Nearly two-thirds through the book, here are my unorganized notes thus far.
This book definitely makes my mandatory reading list for coaches. It provides incredible depth into the dynamics of mid-major budgets, scheduling, staffing, recruiting, facilities, AD roles, and the importance of post season play, the uneven playing field, and philosophies of successful mid-major programs. The financially driven decisions seem to dictate the direction most of these programs go.
Jay Bilas says "basketball is a game of resources"
He says the disparity in resources "makes it more difficult to recruit, to retain coaches, to get exposure, and to schedule quality opponents. Still, the coaches, players, and administrations seem to have the same expectations."
He outlines mid-majors have it tougher in 4 areas:
1. recruiting: "some coaches can lose with talent, but no coach can win without it". He notes that all the rules make it harder for mid-majors to outwork majors.
2. retaining coaches: unreasonable expectations contribute to the need for coaches to trade up quickly for a higher paying job rather than wait around to be fired.
3. television exposure: Bilas says, "television exposure, not whether a team can really play, is the most significant difference between the majors and mid-majors." He says TV exposure "affects everything from scheduling, to recruiting, to perceptions of accomplishment". Interesting to note that he points out several mid-major conferences including the WCC are one bid conferences and the power of having 2 bids is significant. Since the publishing of the book, the WCC moved into the late Big Monday spot on ESPN. They had 3 bids last season.
4. scheduling: the home team wins nearly 70 percent of the time. Big budget teams play at home and buy games. Thats what fills the arena and season tickets, keeps coaches their job, and playing a mid-major on the road is a lose/lose proposition. If they win, they were supposed to. If they lose, its a catastrophe.
Bilas says that kids leaving for the NBA draft helps level the field somewhat.
ODU's Blaine Taylor frequently says it takes everybody "rowing in the same direction."
Tom Pecora of Hofstra listed 4 keys to winning a game:
1. championship possessions (he uses this more than once)
2. defend the post with passion
3. our stops will lead to scores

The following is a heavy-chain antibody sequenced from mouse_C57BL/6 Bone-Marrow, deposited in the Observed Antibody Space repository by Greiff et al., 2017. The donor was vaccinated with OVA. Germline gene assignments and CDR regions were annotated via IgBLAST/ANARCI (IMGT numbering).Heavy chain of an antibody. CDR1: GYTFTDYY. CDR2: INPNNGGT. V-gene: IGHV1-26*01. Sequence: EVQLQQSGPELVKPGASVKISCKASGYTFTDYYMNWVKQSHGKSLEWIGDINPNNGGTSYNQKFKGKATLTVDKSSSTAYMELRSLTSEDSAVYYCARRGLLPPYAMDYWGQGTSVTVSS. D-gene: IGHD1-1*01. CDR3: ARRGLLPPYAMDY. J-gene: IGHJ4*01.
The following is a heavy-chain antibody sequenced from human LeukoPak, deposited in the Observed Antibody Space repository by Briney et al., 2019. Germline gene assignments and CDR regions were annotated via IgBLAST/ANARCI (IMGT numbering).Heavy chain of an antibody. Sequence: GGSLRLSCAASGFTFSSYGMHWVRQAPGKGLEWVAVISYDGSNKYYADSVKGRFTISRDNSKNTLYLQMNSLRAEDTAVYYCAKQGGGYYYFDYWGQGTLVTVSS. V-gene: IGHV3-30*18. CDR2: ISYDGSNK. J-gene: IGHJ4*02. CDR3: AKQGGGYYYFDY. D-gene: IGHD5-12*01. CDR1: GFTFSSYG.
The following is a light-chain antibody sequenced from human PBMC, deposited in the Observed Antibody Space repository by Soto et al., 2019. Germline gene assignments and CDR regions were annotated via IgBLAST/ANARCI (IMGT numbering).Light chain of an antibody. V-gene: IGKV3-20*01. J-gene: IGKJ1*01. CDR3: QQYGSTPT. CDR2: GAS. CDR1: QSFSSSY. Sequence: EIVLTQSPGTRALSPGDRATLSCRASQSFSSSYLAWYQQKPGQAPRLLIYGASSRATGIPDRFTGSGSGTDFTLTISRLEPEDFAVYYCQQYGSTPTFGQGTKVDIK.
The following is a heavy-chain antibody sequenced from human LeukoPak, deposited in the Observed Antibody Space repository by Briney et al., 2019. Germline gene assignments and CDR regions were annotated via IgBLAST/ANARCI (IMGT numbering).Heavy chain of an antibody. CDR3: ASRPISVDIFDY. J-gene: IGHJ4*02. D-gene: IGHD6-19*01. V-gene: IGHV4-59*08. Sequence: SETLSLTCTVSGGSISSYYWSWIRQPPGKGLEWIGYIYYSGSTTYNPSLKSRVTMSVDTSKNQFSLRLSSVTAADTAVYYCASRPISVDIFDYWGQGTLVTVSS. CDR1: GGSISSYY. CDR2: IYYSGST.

4. attack and handle pressure
"it's one thing to play a tough schedule and its another to lose those tough games."
Jeff Capel says winning is "the most important thing for job security." He says, "theres an old line: 'if your administration is complaing about your team's graduation rates, you're about to be fired"
Capel said his dad always said, "never lose control of your schedule."
"The most distinct and beautiful statement of any truth must take at last the mathematical form." -Henry David Thoreau
After a tough loss, Jeff Capel rode his team for being selfish. He corrected himself and offered an apology. He said if the team was being selfish, someone would've grabbed ten rebounds. Instead, he said, "you were all out for yourselves."
Blaine Taylor said mid-major ball is like a triple crown. The upped tier teams in a conference play twice in the regular season and will meet in the postseason tournament. "The idea is to beat the best teams more often than not."
Brad Brownell of UNCW said his home court advantage: "i think over the years, any place that's had success and is difficult to play, the first factor is because you have good players."
Tom Pecora says he was fortunate to be able to make mistakes on the JC level where he could hone his craft.
Pecora plays zone early in the year because teams have not had much time working on their zone offense. He doesn't go over other team's personnel directly but rather will work on what they will do against the other team in drills.
Pecora has a "no shoot around policy". He wants his guys to be excited to show up at the gym. He says getting used to the shooting background is coaches justifying their existence in a gym. He does walk throughs at pregame meal where they will go over video, get quizzed, then walk through on a court that is taped down on the dining room carpet.
Before games, Pecora has his team stand and join hands, and bow heads. There is no prayer, Pecora just asks everyone to close their eyes and take a minute to think about "win". Not winning, just win.
Christmas break is a good time to throw all the players out of practice. It breaks the monotony and attempts to refocus the players duing a time when finals, homesickness, holiday cheer, dorms are vacant, & bodies are breaking down. Its a good time for needed rest.
Hofstra was a classic example of how international recruiting ties can work. A Lithuanian commit said, "if one Lithuanian could play here and be comfortable, I figured it could be the same with me."
Pecora says, "when players come for an official visit and some here speaks their language, right away there is a comfort level and thats huge. And the their families back home feel more comfortable as well."